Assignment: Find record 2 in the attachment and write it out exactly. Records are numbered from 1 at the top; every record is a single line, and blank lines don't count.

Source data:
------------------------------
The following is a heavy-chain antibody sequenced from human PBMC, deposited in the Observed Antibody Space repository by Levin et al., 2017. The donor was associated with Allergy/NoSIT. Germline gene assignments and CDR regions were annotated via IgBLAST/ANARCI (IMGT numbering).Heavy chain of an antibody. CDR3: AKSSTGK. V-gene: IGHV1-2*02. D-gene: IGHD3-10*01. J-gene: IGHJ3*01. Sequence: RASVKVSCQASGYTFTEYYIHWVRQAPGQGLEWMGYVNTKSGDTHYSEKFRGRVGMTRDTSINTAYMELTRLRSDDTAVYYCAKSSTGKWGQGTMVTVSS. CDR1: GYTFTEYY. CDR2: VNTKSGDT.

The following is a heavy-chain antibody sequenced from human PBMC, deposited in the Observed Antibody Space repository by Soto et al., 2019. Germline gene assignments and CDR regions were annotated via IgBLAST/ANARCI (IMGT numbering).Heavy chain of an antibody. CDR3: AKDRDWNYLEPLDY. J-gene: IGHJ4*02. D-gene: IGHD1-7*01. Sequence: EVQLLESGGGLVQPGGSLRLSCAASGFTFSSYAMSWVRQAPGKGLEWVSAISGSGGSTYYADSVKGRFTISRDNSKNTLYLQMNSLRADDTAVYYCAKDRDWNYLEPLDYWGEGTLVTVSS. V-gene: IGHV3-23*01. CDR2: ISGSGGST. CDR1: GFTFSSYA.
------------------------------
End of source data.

The following is a heavy-chain antibody sequenced from human PBMC, deposited in the Observed Antibody Space repository by Soto et al., 2019. Germline gene assignments and CDR regions were annotated via IgBLAST/ANARCI (IMGT numbering).Heavy chain of an antibody. CDR3: AKDRDWNYLEPLDY. J-gene: IGHJ4*02. D-gene: IGHD1-7*01. Sequence: EVQLLESGGGLVQPGGSLRLSCAASGFTFSSYAMSWVRQAPGKGLEWVSAISGSGGSTYYADSVKGRFTISRDNSKNTLYLQMNSLRADDTAVYYCAKDRDWNYLEPLDYWGEGTLVTVSS. V-gene: IGHV3-23*01. CDR2: ISGSGGST. CDR1: GFTFSSYA.